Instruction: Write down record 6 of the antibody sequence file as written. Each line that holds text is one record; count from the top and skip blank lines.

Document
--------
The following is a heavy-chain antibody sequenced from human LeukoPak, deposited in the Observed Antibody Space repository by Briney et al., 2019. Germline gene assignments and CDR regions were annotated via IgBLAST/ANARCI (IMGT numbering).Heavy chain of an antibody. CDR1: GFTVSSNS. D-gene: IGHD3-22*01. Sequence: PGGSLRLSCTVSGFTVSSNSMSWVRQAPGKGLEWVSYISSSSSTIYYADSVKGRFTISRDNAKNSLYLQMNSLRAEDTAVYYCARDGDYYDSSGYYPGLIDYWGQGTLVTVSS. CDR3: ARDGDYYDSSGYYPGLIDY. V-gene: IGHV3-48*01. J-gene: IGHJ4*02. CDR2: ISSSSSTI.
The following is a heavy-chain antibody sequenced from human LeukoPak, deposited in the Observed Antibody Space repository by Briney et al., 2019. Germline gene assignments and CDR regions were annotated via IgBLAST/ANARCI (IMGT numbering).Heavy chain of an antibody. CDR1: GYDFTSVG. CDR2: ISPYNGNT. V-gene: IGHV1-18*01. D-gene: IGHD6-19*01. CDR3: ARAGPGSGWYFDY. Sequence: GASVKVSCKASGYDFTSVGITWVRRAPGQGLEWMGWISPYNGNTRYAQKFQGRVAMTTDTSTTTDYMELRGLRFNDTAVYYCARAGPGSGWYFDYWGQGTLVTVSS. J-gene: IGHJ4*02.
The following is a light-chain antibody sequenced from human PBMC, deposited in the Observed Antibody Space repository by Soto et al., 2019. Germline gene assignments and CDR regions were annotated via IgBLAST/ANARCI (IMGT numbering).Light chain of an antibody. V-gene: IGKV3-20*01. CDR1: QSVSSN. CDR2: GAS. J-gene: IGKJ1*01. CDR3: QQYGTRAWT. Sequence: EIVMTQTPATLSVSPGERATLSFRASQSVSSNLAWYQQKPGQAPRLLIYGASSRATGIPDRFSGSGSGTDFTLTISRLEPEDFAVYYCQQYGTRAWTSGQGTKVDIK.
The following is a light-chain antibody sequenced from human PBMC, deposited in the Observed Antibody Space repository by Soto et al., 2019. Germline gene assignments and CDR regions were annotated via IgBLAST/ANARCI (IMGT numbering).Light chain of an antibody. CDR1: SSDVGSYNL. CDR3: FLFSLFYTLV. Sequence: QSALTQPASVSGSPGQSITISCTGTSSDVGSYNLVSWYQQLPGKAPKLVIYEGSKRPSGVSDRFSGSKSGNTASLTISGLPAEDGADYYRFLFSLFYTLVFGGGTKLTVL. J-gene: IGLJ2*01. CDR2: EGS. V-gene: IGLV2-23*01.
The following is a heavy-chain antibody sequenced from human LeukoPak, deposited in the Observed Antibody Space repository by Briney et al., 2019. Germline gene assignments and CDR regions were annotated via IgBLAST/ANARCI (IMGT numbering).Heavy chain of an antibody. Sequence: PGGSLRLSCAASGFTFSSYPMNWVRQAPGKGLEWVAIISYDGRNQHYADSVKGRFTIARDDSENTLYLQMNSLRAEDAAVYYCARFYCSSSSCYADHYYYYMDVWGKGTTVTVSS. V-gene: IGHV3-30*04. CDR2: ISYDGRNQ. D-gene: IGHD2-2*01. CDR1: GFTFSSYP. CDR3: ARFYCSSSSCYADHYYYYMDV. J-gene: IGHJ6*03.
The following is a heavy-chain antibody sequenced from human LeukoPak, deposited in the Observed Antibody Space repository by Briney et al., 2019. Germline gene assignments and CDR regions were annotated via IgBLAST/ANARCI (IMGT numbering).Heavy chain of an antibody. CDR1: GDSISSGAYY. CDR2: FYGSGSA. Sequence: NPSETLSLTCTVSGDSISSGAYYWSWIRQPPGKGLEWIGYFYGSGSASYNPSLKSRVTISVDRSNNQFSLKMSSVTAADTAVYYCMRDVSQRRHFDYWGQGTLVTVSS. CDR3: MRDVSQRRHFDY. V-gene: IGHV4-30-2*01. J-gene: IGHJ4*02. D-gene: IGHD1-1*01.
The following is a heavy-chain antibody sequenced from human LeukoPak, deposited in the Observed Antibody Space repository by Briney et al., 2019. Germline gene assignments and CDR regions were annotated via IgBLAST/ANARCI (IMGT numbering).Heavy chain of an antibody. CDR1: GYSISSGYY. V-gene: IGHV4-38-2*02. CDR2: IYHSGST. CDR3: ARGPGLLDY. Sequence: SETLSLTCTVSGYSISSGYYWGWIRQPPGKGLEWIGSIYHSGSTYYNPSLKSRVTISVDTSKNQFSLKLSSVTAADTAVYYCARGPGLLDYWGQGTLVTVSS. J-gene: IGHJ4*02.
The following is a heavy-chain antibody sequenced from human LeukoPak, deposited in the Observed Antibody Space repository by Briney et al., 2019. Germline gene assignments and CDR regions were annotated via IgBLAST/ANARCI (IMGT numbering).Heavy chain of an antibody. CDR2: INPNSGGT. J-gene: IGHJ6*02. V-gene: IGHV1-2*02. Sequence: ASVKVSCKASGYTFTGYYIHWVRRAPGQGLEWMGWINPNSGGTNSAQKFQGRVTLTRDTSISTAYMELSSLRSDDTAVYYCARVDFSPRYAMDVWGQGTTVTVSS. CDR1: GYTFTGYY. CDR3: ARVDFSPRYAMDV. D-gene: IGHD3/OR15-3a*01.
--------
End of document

The following is a heavy-chain antibody sequenced from human LeukoPak, deposited in the Observed Antibody Space repository by Briney et al., 2019. Germline gene assignments and CDR regions were annotated via IgBLAST/ANARCI (IMGT numbering).Heavy chain of an antibody. CDR1: GDSISSGAYY. CDR2: FYGSGSA. Sequence: NPSETLSLTCTVSGDSISSGAYYWSWIRQPPGKGLEWIGYFYGSGSASYNPSLKSRVTISVDRSNNQFSLKMSSVTAADTAVYYCMRDVSQRRHFDYWGQGTLVTVSS. CDR3: MRDVSQRRHFDY. V-gene: IGHV4-30-2*01. J-gene: IGHJ4*02. D-gene: IGHD1-1*01.